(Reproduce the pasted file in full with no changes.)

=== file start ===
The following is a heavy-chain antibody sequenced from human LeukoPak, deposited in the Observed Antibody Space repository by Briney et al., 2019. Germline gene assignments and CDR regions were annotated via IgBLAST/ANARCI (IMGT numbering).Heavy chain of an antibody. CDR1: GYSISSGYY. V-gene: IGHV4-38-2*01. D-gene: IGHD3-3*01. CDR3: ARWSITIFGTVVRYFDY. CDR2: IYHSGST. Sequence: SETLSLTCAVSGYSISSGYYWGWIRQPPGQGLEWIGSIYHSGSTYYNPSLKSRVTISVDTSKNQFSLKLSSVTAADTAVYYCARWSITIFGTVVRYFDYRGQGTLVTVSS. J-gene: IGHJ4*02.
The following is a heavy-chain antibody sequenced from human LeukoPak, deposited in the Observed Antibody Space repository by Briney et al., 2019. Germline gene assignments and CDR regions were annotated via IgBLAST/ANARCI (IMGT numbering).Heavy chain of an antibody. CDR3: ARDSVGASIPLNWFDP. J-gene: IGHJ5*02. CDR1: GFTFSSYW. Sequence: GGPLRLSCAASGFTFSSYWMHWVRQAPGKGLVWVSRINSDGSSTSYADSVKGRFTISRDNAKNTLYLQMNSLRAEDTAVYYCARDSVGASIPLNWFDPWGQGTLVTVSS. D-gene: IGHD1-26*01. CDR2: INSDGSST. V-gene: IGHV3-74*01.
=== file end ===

The following is a heavy-chain antibody sequenced from human LeukoPak, deposited in the Observed Antibody Space repository by Briney et al., 2019. Germline gene assignments and CDR regions were annotated via IgBLAST/ANARCI (IMGT numbering).Heavy chain of an antibody. CDR1: GYSISSGYY. V-gene: IGHV4-38-2*01. D-gene: IGHD3-3*01. CDR3: ARWSITIFGTVVRYFDY. CDR2: IYHSGST. Sequence: SETLSLTCAVSGYSISSGYYWGWIRQPPGQGLEWIGSIYHSGSTYYNPSLKSRVTISVDTSKNQFSLKLSSVTAADTAVYYCARWSITIFGTVVRYFDYRGQGTLVTVSS. J-gene: IGHJ4*02.
The following is a heavy-chain antibody sequenced from human LeukoPak, deposited in the Observed Antibody Space repository by Briney et al., 2019. Germline gene assignments and CDR regions were annotated via IgBLAST/ANARCI (IMGT numbering).Heavy chain of an antibody. CDR3: ARDSVGASIPLNWFDP. J-gene: IGHJ5*02. CDR1: GFTFSSYW. Sequence: GGPLRLSCAASGFTFSSYWMHWVRQAPGKGLVWVSRINSDGSSTSYADSVKGRFTISRDNAKNTLYLQMNSLRAEDTAVYYCARDSVGASIPLNWFDPWGQGTLVTVSS. D-gene: IGHD1-26*01. CDR2: INSDGSST. V-gene: IGHV3-74*01.